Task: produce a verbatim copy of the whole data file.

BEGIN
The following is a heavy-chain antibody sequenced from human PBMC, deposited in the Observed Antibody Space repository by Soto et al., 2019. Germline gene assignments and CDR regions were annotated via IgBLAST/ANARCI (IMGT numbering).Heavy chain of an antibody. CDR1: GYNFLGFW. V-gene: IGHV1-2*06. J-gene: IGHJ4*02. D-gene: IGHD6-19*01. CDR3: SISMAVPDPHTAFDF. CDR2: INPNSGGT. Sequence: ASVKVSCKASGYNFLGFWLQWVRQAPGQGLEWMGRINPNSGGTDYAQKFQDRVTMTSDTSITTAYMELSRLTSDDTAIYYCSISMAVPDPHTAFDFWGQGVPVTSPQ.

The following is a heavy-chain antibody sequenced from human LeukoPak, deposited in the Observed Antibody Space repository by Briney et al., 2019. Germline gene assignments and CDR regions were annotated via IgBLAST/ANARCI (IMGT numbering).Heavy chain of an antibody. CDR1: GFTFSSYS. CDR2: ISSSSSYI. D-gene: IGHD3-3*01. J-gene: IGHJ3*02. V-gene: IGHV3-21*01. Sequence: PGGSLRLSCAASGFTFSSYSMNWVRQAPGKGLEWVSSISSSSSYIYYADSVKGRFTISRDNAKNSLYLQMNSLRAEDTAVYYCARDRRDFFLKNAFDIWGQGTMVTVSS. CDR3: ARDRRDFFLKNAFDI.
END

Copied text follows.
The following is a heavy-chain antibody sequenced from human PBMC, deposited in the Observed Antibody Space repository by Soto et al., 2019. Germline gene assignments and CDR regions were annotated via IgBLAST/ANARCI (IMGT numbering).Heavy chain of an antibody. CDR1: GYNFLGFW. V-gene: IGHV1-2*06. J-gene: IGHJ4*02. D-gene: IGHD6-19*01. CDR3: SISMAVPDPHTAFDF. CDR2: INPNSGGT. Sequence: ASVKVSCKASGYNFLGFWLQWVRQAPGQGLEWMGRINPNSGGTDYAQKFQDRVTMTSDTSITTAYMELSRLTSDDTAIYYCSISMAVPDPHTAFDFWGQGVPVTSPQ.

The following is a heavy-chain antibody sequenced from human LeukoPak, deposited in the Observed Antibody Space repository by Briney et al., 2019. Germline gene assignments and CDR regions were annotated via IgBLAST/ANARCI (IMGT numbering).Heavy chain of an antibody. CDR1: GFTFSSYS. CDR2: ISSSSSYI. D-gene: IGHD3-3*01. J-gene: IGHJ3*02. V-gene: IGHV3-21*01. Sequence: PGGSLRLSCAASGFTFSSYSMNWVRQAPGKGLEWVSSISSSSSYIYYADSVKGRFTISRDNAKNSLYLQMNSLRAEDTAVYYCARDRRDFFLKNAFDIWGQGTMVTVSS. CDR3: ARDRRDFFLKNAFDI.